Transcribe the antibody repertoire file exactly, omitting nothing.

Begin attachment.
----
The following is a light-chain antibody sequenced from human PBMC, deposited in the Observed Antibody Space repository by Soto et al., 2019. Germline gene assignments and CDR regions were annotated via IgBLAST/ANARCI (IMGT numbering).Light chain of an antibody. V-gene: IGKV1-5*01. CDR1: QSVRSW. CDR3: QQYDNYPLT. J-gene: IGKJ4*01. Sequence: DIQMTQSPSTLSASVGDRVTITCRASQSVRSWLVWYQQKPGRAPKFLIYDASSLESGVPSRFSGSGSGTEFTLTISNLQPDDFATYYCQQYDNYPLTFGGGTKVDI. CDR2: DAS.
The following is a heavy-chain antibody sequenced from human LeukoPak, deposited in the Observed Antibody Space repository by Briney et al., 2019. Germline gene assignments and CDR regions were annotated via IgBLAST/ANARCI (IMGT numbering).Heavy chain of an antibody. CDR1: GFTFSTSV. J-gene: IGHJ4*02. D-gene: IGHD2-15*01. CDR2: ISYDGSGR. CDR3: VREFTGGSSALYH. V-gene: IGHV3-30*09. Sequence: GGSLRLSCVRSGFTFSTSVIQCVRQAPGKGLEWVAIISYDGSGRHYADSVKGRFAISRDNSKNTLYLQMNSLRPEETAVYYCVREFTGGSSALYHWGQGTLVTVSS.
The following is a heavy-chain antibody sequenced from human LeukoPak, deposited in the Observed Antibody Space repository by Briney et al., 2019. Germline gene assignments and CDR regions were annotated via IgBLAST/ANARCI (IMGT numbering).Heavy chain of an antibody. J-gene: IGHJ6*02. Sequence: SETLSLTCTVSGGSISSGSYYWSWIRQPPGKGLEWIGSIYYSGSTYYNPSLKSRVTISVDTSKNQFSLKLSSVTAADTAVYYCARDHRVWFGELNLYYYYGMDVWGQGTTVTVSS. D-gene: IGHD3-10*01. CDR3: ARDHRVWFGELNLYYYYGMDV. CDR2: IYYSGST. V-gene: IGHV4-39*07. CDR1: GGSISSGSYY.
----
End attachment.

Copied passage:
The following is a light-chain antibody sequenced from human PBMC, deposited in the Observed Antibody Space repository by Soto et al., 2019. Germline gene assignments and CDR regions were annotated via IgBLAST/ANARCI (IMGT numbering).Light chain of an antibody. V-gene: IGKV1-5*01. CDR1: QSVRSW. CDR3: QQYDNYPLT. J-gene: IGKJ4*01. Sequence: DIQMTQSPSTLSASVGDRVTITCRASQSVRSWLVWYQQKPGRAPKFLIYDASSLESGVPSRFSGSGSGTEFTLTISNLQPDDFATYYCQQYDNYPLTFGGGTKVDI. CDR2: DAS.
The following is a heavy-chain antibody sequenced from human LeukoPak, deposited in the Observed Antibody Space repository by Briney et al., 2019. Germline gene assignments and CDR regions were annotated via IgBLAST/ANARCI (IMGT numbering).Heavy chain of an antibody. CDR1: GFTFSTSV. J-gene: IGHJ4*02. D-gene: IGHD2-15*01. CDR2: ISYDGSGR. CDR3: VREFTGGSSALYH. V-gene: IGHV3-30*09. Sequence: GGSLRLSCVRSGFTFSTSVIQCVRQAPGKGLEWVAIISYDGSGRHYADSVKGRFAISRDNSKNTLYLQMNSLRPEETAVYYCVREFTGGSSALYHWGQGTLVTVSS.
The following is a heavy-chain antibody sequenced from human LeukoPak, deposited in the Observed Antibody Space repository by Briney et al., 2019. Germline gene assignments and CDR regions were annotated via IgBLAST/ANARCI (IMGT numbering).Heavy chain of an antibody. J-gene: IGHJ6*02. Sequence: SETLSLTCTVSGGSISSGSYYWSWIRQPPGKGLEWIGSIYYSGSTYYNPSLKSRVTISVDTSKNQFSLKLSSVTAADTAVYYCARDHRVWFGELNLYYYYGMDVWGQGTTVTVSS. D-gene: IGHD3-10*01. CDR3: ARDHRVWFGELNLYYYYGMDV. CDR2: IYYSGST. V-gene: IGHV4-39*07. CDR1: GGSISSGSYY.